The Soybean flour café is a small café and antique shop near my friend’s house in Kasugai, about an hour from the centre of Nagoya. I’ve been there a few times to browse among the antiques and drink coffee by the waterfall.
On my last visit in February this year, among the second hand clothes and old ceramics, I found a two piece outfit, made from old kimono material and painted silk. It is Western in style, a skirt with an elasticated waist and a jacket with a shirt collar, and it fitted me, unusually for Japan where shopping is frustrating for a tall long limbed woman. (So many beautiful clothes forever out of reach!) It seemed as if it had been waiting there for me.
The first piece of clothing I bought in Japan was one of those padded winter jackets called hanten. In midwinter when I was there it seemed everyone was wearing them, both in the house where I was staying and in TV dramas. I desperately wanted one. I bought mine in Narita from the tiny shop where it was hand made, but I had to buy a man’s one as the women’s sizes were all too small. I still wear it in the winter – 22 years later. My other Japanese jacket is 10 years younger, also a man’s size and style, again bought in winter. Because of this jacket and my height I am often mistaken for a man, and it seems to symbolise the way I feel in Japan – hovering between male and female, west and east, even between young and old. I fall out of the categories I usually dwell in and this is a great freedom, not a bad place for a writer to live.
I seem to be always dressing up in Japan. At first I was reticent, but then I realised it’s part of the experience of travel, adopted enthusiastically by Japanese tourists: a court lady of the Nara period in the Osaka history museum; a stage hand in the kabuki theatre in Uchiko, straw hats for an Edo period style boat ride on the Shimanto river, a glorious red kimono in Wakamatsu-Aizu castle. A few years ago I visited the Yokohama Silk Museum, and found myself being dressed in one of the most beautiful kimono I have ever seen – the whole procedure was carried out by two dressers and took a long time. Taking the kimono off and giving it back, was surprisingly painful. I still yearn for it and for the person I briefly was in that attire.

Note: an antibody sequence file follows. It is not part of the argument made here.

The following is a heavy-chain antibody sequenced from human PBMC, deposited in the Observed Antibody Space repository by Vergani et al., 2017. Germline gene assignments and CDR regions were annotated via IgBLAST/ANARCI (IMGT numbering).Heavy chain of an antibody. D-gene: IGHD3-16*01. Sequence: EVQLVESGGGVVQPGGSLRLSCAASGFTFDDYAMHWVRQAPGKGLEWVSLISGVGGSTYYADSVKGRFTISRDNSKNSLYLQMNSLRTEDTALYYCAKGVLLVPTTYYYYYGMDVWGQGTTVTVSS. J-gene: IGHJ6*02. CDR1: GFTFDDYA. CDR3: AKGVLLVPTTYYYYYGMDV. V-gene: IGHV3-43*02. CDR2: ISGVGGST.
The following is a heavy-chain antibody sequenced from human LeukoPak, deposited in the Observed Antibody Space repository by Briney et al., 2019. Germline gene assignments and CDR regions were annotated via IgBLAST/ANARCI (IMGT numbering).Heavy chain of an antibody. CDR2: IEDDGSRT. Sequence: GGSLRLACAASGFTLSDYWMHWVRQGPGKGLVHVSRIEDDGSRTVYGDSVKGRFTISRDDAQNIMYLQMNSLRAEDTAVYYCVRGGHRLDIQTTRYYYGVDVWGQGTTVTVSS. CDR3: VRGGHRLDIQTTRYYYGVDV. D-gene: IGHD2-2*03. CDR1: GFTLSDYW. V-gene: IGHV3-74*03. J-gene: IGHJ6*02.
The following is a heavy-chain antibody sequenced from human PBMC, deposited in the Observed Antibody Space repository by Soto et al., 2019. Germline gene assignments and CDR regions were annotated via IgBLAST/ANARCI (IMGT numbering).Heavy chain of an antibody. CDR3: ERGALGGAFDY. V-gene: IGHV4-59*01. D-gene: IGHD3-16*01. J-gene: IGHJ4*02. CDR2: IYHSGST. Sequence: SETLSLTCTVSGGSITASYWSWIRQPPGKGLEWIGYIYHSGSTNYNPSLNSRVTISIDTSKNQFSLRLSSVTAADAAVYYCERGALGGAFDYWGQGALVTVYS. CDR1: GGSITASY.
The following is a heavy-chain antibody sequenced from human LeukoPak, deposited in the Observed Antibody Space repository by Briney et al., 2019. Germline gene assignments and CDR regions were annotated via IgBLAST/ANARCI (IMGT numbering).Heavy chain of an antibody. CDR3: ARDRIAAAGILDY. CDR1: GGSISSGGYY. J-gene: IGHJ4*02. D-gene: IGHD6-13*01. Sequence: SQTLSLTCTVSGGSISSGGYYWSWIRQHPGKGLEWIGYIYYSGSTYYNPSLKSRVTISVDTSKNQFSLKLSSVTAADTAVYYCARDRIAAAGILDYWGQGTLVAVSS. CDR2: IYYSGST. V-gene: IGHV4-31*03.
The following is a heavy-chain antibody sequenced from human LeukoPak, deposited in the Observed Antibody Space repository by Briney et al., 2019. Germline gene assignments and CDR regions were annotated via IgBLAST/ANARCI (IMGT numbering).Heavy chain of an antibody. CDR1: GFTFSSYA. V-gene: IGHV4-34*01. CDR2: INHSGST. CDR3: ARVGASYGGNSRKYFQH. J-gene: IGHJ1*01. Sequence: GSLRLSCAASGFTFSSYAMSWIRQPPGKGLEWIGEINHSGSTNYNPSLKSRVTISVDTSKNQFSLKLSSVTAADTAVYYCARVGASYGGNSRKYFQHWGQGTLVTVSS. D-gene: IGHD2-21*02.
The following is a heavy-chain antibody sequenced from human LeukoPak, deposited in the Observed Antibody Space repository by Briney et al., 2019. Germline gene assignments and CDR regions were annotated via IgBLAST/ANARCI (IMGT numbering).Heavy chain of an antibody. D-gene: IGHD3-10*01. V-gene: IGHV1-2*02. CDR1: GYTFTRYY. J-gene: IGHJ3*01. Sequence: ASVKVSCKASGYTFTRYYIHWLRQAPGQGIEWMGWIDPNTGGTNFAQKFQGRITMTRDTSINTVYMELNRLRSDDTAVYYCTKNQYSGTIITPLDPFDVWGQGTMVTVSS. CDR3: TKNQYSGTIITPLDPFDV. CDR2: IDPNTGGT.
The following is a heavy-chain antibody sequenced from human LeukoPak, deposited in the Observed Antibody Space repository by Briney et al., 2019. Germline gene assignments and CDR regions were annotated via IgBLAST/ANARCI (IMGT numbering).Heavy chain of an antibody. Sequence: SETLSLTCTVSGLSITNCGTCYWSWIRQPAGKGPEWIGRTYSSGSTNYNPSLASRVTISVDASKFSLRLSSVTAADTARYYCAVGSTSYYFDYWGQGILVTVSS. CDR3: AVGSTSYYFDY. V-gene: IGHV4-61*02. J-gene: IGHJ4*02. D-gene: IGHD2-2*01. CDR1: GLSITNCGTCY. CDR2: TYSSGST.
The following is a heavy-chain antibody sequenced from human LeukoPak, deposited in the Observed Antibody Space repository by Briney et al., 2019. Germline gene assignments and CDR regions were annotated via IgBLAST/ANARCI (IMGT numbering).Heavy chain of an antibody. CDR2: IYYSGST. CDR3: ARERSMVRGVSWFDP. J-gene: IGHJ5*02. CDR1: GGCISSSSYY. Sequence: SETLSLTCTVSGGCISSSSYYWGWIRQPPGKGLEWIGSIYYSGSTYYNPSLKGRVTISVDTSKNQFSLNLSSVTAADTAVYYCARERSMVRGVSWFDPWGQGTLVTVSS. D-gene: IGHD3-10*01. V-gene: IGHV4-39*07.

When staying at traditional inns, like everyone else I put on a yukata after the bath (though I usually change back into pajamas to sleep, but then so do many of my Japanese friends.) Each time I get a little inkling of a way of life very different from the one I was brought up in. The cut of the fabric, its texture, its smell, all transport me to another world, the one I try to recreate in my books. Walking on old roads, being in ancient forests, visiting remote temples are all part of a similar desire, to feel on my skin and in my bones, the same breeze, the same sunlight, rain and snow, that my characters would have felt in that imaginary world, hundreds of years ago.
Japan is the home of cosplay: even construction workers dress up.
Yet their distinctive tobi pants are said to derive from 19th century European knickerbockers. If you feel like playful fantasy your choice is endless, from maid cafes in Shinjuku to Shinsengumi restaurants in Kyoto, Inspiration is drawn chaotically, promiscuously, from within Japan and from all over the world while year round, festivals proudly display traditional masks and costumes, like the ones that inspired The Tale of Shikanoko, dating back centuries. There’s a richness in all this cultural cross-fertilisation which is far removed from narrow concepts of cultural appropriation. My books, I like to think, resemble my garment from the Soybean Flour Café, made from old Japanese material, cut in a Western style, a unique hybrid.